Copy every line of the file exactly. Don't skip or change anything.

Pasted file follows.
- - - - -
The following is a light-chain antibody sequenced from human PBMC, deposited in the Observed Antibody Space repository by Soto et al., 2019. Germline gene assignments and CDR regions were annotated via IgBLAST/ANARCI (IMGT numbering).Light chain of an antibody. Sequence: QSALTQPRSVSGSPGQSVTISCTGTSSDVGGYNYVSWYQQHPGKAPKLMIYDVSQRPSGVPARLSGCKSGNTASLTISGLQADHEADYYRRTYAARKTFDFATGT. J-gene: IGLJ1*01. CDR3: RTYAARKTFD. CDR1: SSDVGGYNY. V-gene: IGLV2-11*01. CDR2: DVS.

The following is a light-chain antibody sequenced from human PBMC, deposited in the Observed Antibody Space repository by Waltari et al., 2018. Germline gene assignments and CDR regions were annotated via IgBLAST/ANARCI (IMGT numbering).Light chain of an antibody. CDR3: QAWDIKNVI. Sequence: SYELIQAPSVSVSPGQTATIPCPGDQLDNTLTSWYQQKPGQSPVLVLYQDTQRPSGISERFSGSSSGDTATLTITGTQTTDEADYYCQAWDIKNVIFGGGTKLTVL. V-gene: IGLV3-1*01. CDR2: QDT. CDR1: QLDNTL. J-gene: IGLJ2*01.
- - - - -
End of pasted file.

The following is a light-chain antibody sequenced from human PBMC, deposited in the Observed Antibody Space repository by Soto et al., 2019. Germline gene assignments and CDR regions were annotated via IgBLAST/ANARCI (IMGT numbering).Light chain of an antibody. Sequence: QSALTQPRSVSGSPGQSVTISCTGTSSDVGGYNYVSWYQQHPGKAPKLMIYDVSQRPSGVPARLSGCKSGNTASLTISGLQADHEADYYRRTYAARKTFDFATGT. J-gene: IGLJ1*01. CDR3: RTYAARKTFD. CDR1: SSDVGGYNY. V-gene: IGLV2-11*01. CDR2: DVS.

The following is a light-chain antibody sequenced from human PBMC, deposited in the Observed Antibody Space repository by Waltari et al., 2018. Germline gene assignments and CDR regions were annotated via IgBLAST/ANARCI (IMGT numbering).Light chain of an antibody. CDR3: QAWDIKNVI. Sequence: SYELIQAPSVSVSPGQTATIPCPGDQLDNTLTSWYQQKPGQSPVLVLYQDTQRPSGISERFSGSSSGDTATLTITGTQTTDEADYYCQAWDIKNVIFGGGTKLTVL. V-gene: IGLV3-1*01. CDR2: QDT. CDR1: QLDNTL. J-gene: IGLJ2*01.